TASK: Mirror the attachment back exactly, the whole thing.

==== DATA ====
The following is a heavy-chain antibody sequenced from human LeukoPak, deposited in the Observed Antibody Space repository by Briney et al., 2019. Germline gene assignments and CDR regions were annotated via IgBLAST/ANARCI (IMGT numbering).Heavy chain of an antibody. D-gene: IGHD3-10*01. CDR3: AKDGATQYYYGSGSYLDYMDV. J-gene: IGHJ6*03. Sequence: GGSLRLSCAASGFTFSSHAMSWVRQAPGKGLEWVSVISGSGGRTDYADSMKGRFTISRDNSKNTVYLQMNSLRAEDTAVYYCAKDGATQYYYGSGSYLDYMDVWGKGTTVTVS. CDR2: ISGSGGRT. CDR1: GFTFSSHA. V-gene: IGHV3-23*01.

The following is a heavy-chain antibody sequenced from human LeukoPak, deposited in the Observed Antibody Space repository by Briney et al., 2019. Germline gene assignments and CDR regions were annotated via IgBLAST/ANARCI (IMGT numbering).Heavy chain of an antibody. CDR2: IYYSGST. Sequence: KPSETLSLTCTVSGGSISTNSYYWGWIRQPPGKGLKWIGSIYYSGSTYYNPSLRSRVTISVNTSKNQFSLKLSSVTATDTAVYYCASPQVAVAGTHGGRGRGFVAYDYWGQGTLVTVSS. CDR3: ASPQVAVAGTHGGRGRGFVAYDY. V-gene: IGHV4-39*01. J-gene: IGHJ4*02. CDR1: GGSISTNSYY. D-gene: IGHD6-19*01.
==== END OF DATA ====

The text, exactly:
The following is a heavy-chain antibody sequenced from human LeukoPak, deposited in the Observed Antibody Space repository by Briney et al., 2019. Germline gene assignments and CDR regions were annotated via IgBLAST/ANARCI (IMGT numbering).Heavy chain of an antibody. D-gene: IGHD3-10*01. CDR3: AKDGATQYYYGSGSYLDYMDV. J-gene: IGHJ6*03. Sequence: GGSLRLSCAASGFTFSSHAMSWVRQAPGKGLEWVSVISGSGGRTDYADSMKGRFTISRDNSKNTVYLQMNSLRAEDTAVYYCAKDGATQYYYGSGSYLDYMDVWGKGTTVTVS. CDR2: ISGSGGRT. CDR1: GFTFSSHA. V-gene: IGHV3-23*01.

The following is a heavy-chain antibody sequenced from human LeukoPak, deposited in the Observed Antibody Space repository by Briney et al., 2019. Germline gene assignments and CDR regions were annotated via IgBLAST/ANARCI (IMGT numbering).Heavy chain of an antibody. CDR2: IYYSGST. Sequence: KPSETLSLTCTVSGGSISTNSYYWGWIRQPPGKGLKWIGSIYYSGSTYYNPSLRSRVTISVNTSKNQFSLKLSSVTATDTAVYYCASPQVAVAGTHGGRGRGFVAYDYWGQGTLVTVSS. CDR3: ASPQVAVAGTHGGRGRGFVAYDY. V-gene: IGHV4-39*01. J-gene: IGHJ4*02. CDR1: GGSISTNSYY. D-gene: IGHD6-19*01.